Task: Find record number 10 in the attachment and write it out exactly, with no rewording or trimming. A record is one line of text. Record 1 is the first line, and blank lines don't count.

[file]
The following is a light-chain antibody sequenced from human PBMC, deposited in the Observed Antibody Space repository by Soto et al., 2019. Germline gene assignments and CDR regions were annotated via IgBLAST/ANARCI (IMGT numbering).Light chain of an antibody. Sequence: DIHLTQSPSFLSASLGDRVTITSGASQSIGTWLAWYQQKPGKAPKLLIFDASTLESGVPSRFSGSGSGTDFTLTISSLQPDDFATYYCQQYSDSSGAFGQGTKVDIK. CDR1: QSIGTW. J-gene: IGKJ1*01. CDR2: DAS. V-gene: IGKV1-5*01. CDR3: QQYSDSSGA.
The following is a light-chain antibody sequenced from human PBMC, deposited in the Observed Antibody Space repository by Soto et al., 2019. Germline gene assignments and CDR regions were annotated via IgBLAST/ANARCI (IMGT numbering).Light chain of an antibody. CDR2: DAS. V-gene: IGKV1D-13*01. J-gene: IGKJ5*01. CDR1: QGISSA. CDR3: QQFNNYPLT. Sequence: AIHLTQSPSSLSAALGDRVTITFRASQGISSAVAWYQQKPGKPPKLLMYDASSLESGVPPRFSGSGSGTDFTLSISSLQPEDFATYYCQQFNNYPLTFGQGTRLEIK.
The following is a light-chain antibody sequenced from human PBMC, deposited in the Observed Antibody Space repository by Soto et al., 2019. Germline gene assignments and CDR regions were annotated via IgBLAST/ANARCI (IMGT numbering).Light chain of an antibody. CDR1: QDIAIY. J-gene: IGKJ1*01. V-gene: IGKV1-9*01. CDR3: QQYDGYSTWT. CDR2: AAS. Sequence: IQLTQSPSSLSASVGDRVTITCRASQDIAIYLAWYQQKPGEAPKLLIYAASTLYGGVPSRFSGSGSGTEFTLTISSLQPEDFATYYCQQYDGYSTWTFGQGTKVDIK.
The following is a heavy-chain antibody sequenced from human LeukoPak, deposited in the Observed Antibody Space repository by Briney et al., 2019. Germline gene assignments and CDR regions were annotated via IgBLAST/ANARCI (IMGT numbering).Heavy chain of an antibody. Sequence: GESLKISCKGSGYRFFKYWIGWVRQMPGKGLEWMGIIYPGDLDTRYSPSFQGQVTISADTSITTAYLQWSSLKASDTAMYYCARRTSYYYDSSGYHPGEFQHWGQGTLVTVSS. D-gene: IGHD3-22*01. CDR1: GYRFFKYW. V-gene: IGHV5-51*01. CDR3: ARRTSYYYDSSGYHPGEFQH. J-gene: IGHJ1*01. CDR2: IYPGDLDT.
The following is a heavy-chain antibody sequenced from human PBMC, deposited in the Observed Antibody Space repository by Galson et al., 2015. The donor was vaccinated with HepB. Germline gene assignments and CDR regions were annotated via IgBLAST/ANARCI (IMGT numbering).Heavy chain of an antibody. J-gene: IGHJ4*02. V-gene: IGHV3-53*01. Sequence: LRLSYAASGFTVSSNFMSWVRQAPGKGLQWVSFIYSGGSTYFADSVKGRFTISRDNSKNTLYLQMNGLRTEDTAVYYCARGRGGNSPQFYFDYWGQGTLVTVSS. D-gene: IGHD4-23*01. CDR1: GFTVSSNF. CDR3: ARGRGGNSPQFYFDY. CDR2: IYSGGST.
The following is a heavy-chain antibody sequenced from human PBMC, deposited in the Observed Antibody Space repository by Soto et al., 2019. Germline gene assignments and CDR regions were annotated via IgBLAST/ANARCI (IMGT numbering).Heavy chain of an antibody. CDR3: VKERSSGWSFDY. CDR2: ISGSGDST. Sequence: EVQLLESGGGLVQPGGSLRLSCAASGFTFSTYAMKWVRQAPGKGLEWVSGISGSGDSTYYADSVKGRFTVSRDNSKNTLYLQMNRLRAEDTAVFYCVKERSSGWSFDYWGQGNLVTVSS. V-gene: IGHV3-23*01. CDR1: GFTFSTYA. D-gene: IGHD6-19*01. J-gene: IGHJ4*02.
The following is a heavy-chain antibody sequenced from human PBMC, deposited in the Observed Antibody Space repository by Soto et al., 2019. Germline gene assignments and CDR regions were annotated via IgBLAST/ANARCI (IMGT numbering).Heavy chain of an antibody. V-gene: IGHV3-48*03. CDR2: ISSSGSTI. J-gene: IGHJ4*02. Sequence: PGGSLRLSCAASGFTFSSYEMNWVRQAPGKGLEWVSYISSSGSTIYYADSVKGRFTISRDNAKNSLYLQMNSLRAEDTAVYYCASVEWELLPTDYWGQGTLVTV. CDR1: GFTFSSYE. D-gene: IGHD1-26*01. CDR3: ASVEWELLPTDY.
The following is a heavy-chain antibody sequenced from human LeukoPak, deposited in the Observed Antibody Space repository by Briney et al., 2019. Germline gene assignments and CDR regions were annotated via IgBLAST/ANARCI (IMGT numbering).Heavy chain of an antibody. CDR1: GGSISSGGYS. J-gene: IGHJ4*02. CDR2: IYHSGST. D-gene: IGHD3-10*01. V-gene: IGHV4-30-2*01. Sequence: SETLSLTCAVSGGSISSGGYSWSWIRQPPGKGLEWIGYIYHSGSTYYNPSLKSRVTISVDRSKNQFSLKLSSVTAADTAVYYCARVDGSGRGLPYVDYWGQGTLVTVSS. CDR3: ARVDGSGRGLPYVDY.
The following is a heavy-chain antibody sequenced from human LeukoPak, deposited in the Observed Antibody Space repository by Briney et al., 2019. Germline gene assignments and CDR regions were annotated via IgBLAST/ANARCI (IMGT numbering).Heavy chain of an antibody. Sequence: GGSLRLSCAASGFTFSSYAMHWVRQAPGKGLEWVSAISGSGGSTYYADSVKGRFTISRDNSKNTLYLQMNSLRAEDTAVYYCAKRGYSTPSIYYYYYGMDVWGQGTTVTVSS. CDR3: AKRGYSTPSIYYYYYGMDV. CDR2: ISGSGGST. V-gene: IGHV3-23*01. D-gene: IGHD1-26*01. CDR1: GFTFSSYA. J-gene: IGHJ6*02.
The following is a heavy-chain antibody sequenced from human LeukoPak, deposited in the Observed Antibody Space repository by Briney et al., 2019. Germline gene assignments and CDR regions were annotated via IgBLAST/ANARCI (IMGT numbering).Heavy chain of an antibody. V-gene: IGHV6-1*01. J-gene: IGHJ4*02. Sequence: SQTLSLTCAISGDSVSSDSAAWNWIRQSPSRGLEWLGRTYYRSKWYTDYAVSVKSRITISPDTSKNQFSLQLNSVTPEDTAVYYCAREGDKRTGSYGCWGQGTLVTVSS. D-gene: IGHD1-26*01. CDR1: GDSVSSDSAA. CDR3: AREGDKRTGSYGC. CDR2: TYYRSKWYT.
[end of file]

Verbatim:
The following is a heavy-chain antibody sequenced from human LeukoPak, deposited in the Observed Antibody Space repository by Briney et al., 2019. Germline gene assignments and CDR regions were annotated via IgBLAST/ANARCI (IMGT numbering).Heavy chain of an antibody. V-gene: IGHV6-1*01. J-gene: IGHJ4*02. Sequence: SQTLSLTCAISGDSVSSDSAAWNWIRQSPSRGLEWLGRTYYRSKWYTDYAVSVKSRITISPDTSKNQFSLQLNSVTPEDTAVYYCAREGDKRTGSYGCWGQGTLVTVSS. D-gene: IGHD1-26*01. CDR1: GDSVSSDSAA. CDR3: AREGDKRTGSYGC. CDR2: TYYRSKWYT.